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Index>Prose & Poetry >Remember!



by David E. Rutan

Copyright © 2007 David E. Rutan

"I'm cold," said Jonathan, stretching his coat tighter across his chest.

"I know son," said his father. "I'm cold too, but this is very important.

Jonathan looked out to the cleared area where weeks before laborers had laid the ties and the iron rails. A large pit had been dug and a turning bridge installed. Nearby, the timbers were being put up to enclose what would be Newton's train depot.

He spied the town cannon positioned at the edge of the clearing near the future-depot and the squad of students from the Academy attending it. It seemed like the whole town had turned out for this event. "Why didn't Ma come?" he asked.

"Someone has to take care of your baby sister. Besides, She doesn't like the cold."

The church bell began ringing the twelve o'clock hour and the murmur of the crowd became noticeably louder. They edged closer to the pair of tracks that led to the unfinished depot and seemed to lean to the south.

It was then that a faint whistle was heard. "She's comin'! I hear her now!" cried several in the front. They jumped as they yelled.

Another whistle was heard and the crowd became louder as they peered down the curving track in an attempt to witness the coming of the technological marvel.

Jonathan's view was soon blocked by the taller adults pressing together. It was warmer here, but he valiantly tried to peek between the bodies for a view.

His father's strong arms picked him up and hoisted him onto his tall shoulders.

"There you go, Johnny. I want you to see this and remember what's happening."

The view now open, Jonathan could see a plume of white smoke rising above the trees to the south.

The whistle blew again, louder than ever and the chuffing of the engine became evident. The town cannon was fired in answer to the whistle. As the engine, pulling a pair of cars, appeared around the bend, someone cried out, "Three cheers for Tom Hewitt and the Sussex Railroad! Hip hip..."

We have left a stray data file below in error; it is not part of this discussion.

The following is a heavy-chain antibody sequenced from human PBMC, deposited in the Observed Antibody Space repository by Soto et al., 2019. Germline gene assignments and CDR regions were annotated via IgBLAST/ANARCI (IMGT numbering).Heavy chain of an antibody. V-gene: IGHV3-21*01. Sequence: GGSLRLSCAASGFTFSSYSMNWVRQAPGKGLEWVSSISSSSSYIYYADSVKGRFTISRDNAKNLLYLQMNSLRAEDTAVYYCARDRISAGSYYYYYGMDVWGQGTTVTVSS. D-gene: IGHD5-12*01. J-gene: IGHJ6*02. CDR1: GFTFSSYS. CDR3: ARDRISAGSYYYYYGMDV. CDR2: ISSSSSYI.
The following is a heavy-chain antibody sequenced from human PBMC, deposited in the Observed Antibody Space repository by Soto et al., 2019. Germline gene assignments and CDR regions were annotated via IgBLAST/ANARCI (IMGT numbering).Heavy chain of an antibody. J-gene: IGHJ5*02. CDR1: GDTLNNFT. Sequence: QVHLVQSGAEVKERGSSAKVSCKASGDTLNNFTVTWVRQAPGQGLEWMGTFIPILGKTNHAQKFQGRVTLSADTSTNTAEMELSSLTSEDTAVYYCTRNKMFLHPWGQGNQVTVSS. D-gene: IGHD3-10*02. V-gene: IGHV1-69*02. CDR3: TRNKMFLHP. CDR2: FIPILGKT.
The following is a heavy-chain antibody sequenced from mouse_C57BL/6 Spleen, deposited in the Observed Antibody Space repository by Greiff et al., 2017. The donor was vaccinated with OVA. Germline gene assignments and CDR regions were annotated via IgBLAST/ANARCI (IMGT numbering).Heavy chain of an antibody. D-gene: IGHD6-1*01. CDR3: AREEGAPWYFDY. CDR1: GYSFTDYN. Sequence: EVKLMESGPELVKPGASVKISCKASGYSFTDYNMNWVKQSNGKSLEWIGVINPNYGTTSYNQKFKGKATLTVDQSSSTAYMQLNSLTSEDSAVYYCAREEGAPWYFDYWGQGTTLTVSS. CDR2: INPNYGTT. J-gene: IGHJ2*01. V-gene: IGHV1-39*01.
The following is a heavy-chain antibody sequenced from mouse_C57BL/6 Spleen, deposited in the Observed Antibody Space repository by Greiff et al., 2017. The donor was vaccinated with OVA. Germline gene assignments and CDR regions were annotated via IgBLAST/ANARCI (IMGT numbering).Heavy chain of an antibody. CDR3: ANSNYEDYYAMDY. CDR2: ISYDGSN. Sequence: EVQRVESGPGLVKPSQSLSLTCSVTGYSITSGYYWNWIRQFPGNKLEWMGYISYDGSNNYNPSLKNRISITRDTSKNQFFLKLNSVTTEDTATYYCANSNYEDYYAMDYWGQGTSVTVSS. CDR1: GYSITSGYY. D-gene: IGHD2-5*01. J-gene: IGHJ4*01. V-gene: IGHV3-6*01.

"Hip hip..."


"Hip hip..."


Jonathan watched hats sail high into the air as the train slowed down before the gathering. Music erupted as several people broke out instruments and began playing a jig. The crowd began jumping and dancing. He even spotted several in tears.

"Why are they crying? Are they sad?"

"No, Johnny. His father smiled a toothy grin. "Everyone's happy."


"Because the railroad is here, and that means we're connected to the rest of the state by rail."

"But I don't understand, Pa..."

He smiled. "Remember the road we took to get here, how narrow it is?" Jonathan nodded.

"Remember in the Spring when we came to town, how muddy it was."

He nodded. "We got stuck in the ruts when we pulled over to let the other wagon by."

"Railroads don't have that problem. They don't even freeze up in winter like the canal at Waterloo. Us farmers can ship out goods whenever we want over the rails."

Jonathan nodded again, but his attention was caught by the people moving toward the station still under construction. A man was climbing onto a railroad handcar to give a speech. Jonathan looked to the engine moving onto the turntable.

"Can we go see the train?"

His father smiled, turning away from the speechmaker. "Sure we can," and he moved towards the area of activity. Steadying Jonathan on his shoulders, he made his way through the crowd.

Not surprisingly, at the turning bridge were other young boys come to watch the train. Several of them stood near the long lever which moved the bridge around in the pit to turn the engine. Jonathan was let down from his father's shoulders. "Go take a look son. Today is history."